Foreign-born terror suspects on British soil could be stripped of their UK passports and citizenship – leaving them stateless – under a last minute change tabled by the home secretary and endorsed by the deputy PM.
Home Secretary Theresa May on Wednesday promised the measure would be used sparingly, only being applied in cases where individuals’ actions are viewed as "seriously prejudicial" to British security.
"Citizenship is a privilege, not a right. These proposals will strengthen the home secretary's powers to ensure that very dangerous individuals can be excluded if it is in the public interest to do so," the BBC cites Immigration Minister Mark Harper as saying.
The proposal has been viewed as an apparent bid to placate conservative backbenchers calling for the bill to be beefed up before it is debated in the House of Commons on Thursday.
At present, the home secretary can strip British citizenship from dual nationals, as made evident by the case of Mahdi Hashi and others. The latest proposal would extend that power, allowing her to make naturalized British citizens stateless.
It comes as the government faces backbench rebellions over the rights of foreign criminals and Romanian and Bulgarian migrants.
Tory rebels have warned of a "parliamentary riot" if ministers press ahead with plans to "time out" a separate amendment that would strip foreign criminals of the ability to resist deportation by invoking Article 8 of the European Convention on Human Rights – which gives them a right to family life. The amendment curtailing judicial power to block deportation when foreign criminals have family connections in the UK is backed by over 100 MPs, including the former Labour cabinet minister Hazel Blears.
Around 40 more are also prepared to defy Cameron by backing a demand to reinstate rules preventing Romanians and Bulgarians from working in the UK.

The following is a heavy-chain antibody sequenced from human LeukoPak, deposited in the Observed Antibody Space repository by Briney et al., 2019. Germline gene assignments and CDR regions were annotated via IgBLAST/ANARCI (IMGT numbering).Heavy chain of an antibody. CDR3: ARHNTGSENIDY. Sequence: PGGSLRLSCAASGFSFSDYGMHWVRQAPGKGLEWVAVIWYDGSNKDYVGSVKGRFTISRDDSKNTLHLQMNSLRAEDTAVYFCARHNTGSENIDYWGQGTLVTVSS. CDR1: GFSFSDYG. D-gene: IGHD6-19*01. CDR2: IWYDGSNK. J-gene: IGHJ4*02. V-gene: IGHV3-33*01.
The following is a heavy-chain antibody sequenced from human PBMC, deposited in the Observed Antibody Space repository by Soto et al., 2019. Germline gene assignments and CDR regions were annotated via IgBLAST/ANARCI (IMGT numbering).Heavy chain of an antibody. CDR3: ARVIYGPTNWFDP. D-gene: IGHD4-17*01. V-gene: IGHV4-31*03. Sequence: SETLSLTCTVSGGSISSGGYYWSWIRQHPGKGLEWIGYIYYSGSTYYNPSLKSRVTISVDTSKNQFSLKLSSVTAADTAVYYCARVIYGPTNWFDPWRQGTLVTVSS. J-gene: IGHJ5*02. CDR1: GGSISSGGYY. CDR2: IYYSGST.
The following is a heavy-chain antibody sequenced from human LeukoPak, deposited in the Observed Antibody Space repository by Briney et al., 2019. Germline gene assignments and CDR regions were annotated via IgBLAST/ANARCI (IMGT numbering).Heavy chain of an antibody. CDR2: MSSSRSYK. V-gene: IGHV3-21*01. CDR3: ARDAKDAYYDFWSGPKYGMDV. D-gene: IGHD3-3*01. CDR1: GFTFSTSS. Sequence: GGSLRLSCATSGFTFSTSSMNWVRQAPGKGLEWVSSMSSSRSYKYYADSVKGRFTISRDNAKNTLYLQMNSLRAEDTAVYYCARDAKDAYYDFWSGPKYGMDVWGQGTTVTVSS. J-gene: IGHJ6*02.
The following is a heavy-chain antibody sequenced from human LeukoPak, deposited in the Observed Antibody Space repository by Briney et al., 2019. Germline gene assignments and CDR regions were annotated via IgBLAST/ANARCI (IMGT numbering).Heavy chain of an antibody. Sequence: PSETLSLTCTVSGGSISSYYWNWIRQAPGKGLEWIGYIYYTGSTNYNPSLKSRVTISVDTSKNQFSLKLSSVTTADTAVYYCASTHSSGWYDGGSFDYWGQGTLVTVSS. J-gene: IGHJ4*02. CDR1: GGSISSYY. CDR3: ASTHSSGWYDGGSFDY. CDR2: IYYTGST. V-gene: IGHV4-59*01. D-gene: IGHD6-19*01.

May's eleventh-hour addition to the list of some 50 government amendments is intended to make conservative MPs back down from their deportation demands, although Tory rebels dismissed her proposal as a "displacement exercise," saying ministers could have introduced the proposal months ago, the Guardian reports.
They are further suspicious that the ‘program motion’ setting forth a timetable for the report and third state of the bill fails to set the times for the group of amendments, reducing the chances of reaching the amendment on the deportation of foreign criminals tabled by MP Dominic Raab.
Government ministers for their part insist the Raab amendment is redundant, as the Immigration Bill itself contains measures which would curb Article 8 cases.
Meanwhile, On Thursday Shami Chakrabarti, director of the advocacy group Liberty, said the home secretary’s plan to strip terror suspects of their British citizenship as “irresponsible.
“This move is as irresponsible as it is unjust. It would allow British governments to dump dangerous people on the international community, but equally to punish potential innocent political dissenters without charge or trial. There is the edge of populist madness and then the abyss,” says Chakrabarti.
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